Five distinct generations of sisters
Read the other articles about this symposium here.
Sometimes, no matter how fascinating the conference, the most illuminating things are those said during the breaks, over coffee or lunch, or even out later.
The Nun in the World conference is no exception.
May 7-9, “The Nun in the World: Catholic Sisters and Vatican II” brings together women religious, historians and scholars for an international symposium at the University of Notre Dame’s London Global Gateway campus. The conference is hosted by Notre Dame’s Cushwa Center for the Study of American Catholicism.
Even at a symposium studying the effect of the Second Vatican Council on women religious, it is difficult to overstate the effect the council had. Fifty years later, Catholics are still discovering – and often arguing over – those effects, how the council documents should be interpreted and what the whole business means. For those who are not Catholic, it must be even more bewildering.
But I’ve learned over the years that sometimes the best way to tell a very large story is by focusing on something very small. And that’s what I heard today as I sat with a group of sisters enjoying lunch.
The four, all different ages and from different communities in different parts of the country, were talking about how differently Vatican II is viewed by different members of their community.
And it’s a lot more complicated than just those who entered religious life pre-Vatican II and those who entered after.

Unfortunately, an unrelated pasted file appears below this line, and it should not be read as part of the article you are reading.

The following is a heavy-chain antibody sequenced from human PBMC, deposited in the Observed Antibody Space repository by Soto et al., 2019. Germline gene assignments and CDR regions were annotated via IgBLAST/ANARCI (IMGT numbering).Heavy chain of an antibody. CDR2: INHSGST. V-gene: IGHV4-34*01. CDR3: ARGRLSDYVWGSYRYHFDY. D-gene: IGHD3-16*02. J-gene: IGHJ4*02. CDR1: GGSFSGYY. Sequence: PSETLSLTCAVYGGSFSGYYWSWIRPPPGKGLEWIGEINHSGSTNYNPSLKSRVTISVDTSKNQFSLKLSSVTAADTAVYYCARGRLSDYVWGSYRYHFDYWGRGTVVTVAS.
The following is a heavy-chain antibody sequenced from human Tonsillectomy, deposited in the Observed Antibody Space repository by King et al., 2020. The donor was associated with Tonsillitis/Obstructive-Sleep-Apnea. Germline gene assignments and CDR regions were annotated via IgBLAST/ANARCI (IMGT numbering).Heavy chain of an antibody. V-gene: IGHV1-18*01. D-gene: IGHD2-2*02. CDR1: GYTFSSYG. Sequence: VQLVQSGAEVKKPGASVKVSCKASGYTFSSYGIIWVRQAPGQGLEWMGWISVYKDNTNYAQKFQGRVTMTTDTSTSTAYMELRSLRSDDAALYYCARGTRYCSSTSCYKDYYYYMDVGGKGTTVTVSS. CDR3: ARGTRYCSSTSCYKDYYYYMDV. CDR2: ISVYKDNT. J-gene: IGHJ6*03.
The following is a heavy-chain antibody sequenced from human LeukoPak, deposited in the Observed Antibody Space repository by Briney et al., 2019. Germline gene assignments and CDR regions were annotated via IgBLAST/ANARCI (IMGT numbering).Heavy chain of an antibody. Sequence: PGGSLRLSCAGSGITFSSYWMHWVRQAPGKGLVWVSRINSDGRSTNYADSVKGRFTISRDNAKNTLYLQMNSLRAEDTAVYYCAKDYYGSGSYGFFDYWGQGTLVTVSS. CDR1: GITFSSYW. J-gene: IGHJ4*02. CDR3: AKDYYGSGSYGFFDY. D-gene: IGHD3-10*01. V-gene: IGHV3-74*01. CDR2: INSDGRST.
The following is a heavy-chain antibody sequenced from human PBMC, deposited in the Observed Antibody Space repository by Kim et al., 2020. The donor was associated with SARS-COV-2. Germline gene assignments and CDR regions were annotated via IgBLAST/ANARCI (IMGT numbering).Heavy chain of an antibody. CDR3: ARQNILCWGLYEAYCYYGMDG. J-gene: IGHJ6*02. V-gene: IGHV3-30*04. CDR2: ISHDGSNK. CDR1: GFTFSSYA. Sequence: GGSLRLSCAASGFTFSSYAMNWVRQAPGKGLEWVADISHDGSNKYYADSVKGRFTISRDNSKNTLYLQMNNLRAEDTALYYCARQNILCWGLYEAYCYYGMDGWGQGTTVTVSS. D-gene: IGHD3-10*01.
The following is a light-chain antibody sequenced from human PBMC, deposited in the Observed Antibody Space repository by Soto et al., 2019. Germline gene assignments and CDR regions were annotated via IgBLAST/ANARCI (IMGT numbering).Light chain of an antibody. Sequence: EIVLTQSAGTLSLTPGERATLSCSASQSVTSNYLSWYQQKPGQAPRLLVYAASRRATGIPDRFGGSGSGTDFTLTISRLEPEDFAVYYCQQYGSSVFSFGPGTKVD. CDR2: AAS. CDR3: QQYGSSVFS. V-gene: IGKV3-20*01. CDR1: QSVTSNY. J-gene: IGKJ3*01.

Because there are those sisters who entered Pre-Vatican II and learned a way of religious life that later changed dramatically after the council. There are those who contemplated religious life in the Pre-Vatican II era but joined after, only to discover the life they thought they were joining had become something very different.
Then there are those who were in formation during the changes themselves – one sister described it as “utter chaos” – who have yet another view of that period.
Then there are sisters who had considered religious life but did not join until the changes brought by Vatican II made consecration what they were looking for. They see the council as something that made religious life possible for them.
Finally, there are sisters who joined after Vatican II who knew nothing of religious life beforehand – and who wondered what all the fuss was about.
“I realized there are five distinct generations of sisters,” one sister said, “and yet they’re all just a few years apart in age.”
One small statement, yet it encapsulated the whole, gigantic issue.
The crux of the matter, of course, is that it’s not really Vatican II that’s at issue at all – the council was only the fulcrum. What they’re really talking about is religious life and what it means, because at least for Catholic sisters in the United States, Vatican II – rightly or wrongly – fundamentally changed what it means to be women religious.
Were those changes good? Were they bad? What do they mean for the future? Fifty years later, the vast majority of Catholics – consecrated or not – would say the changes for the church were good, and the vast majority of Catholic sisters would say the changes for women religious were very good.
But we’re still trying to figure out what those changes – the ones embraced universally, the ones embraced only by some, and the ones that have fallen by the wayside – will mean to for the future.
What we know so far – and this finally came into full focus for me today over tiny sandwiches and goat-cheese tarts – is just how big and how complex it all is. And maybe what we’ve learned most of all is how little we really know: Usually the first step toward true understanding.